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Posted on Mon, Apr 5, 2010 : 11 a.m.

All that remains are the stacks from University of Michigan's old General Library

By Elizabeth Palmer

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Old U-M General Library, photo taken 1890-1901. Library of Congress, Prints & Photographs Division, Detroit Publishing Co. Collection, [LC-D4-11924].

Recently, I had the pleasure of walking through the old fireproof book stacks in the basement of the Harlan Hatcher Graduate Library. A slice of the past, these stacks are the only part that remains of the old General Library on the campus of the University of Michigan. 

As you descend the stairs, you are transported back in time to an era where newel posts were beautiful and the banisters evoked the beauty of artisan woodwork, even if they weren’t necessarily hand-hewn and hand-shaped themselves.

The Hatcher Library sits on the south end of the Diag on U-M’s Central Campus, and is built on the site of the old General Library, which stood there from its completion in 1883 to its destruction (minus the original fireproof book stacks) in 1918.

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The old General Library from a distance. Library of Congress, Prints & Photographs Division, Detroit Publishing Co. Collection, [LC-D4-7342].

The old General Library was designed by the architectural firm Ware and Van Brunt, and was constructed under James Appleyard, a Lansing resident. At the time of initial construction, the structure cost $100,000 to build. In 1898, more book stacks were added to the library at a cost of $13,450.00; this expansion gave the library holding space for 200,000 volumes.

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The rounded wall of the reading room at U-M's old General Library covered in ivy. Library of Congress, Prints & Photographs Division, Detroit Publishing Co. Collection, [LC-DIG-det-4a18604] & [LC-D4-36508].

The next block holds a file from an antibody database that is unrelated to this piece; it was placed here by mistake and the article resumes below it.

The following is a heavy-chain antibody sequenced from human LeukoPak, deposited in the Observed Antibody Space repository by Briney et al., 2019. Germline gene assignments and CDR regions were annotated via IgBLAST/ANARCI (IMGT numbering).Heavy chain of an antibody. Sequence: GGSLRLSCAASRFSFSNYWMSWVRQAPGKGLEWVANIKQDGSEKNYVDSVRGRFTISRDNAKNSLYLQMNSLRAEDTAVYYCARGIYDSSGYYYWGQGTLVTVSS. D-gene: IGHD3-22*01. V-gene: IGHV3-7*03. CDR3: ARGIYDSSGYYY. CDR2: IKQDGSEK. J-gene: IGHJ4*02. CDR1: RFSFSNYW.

One of the distinguishing features of the library was its rounded reading room. Originally intended to be both a library and an exhibit space for art, this building was unique. When the season was right, ivy would cover the curved walls of the reading room, making the structure even more attractive.

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An interior view of the rounded reading room in the old General Library on U of M's campus. Library of Congress, Prints & Photographs Division, Detroit Publishing Co. Collection, [LC-DIG-det-4a08608] & [LC-D4-13133].

The reading room originally had swivel chairs and desks that the students could use, though the room use was split according to sex; the men's side and the women's side. The windows on the curved wall brought in natural light, bringing another feature of beauty into the space. The library was largely made of wood. In 1915, there were concerns about the safety of the building, largely because its wood construction made it vulnerable to fire. In 1918, with the exception of the aforementioned fireproof book stacks, the old General Library on U of M’s campus was demolished to make way for the new library.

The Library of Congress page associated with these images can be found here.

Elizabeth Palmer is the Customer Advocate at as well as a contributor. She writes about food and food traditions, sustainable development and her experiences as a curvy girl. She has a bachelor’s degree in photography and is finishing her masters in historic preservation. Elizabeth also teaches a course on sustainable development at Eastern Michigan University. You can contact Elizabeth by e-mailing her at


Jens Zorn

Tue, Apr 6, 2010 : 10:58 p.m.

Thank you for this evocative, well-illustrated article. For many years it seemed as though a first-class university needed ever larger buildings to house its book collections, hence the construction of the elegant structures we have today. But with the advent of digital storage, it may well be that buildings of the old General Library's size but dispersed over the campus, will be sufficient.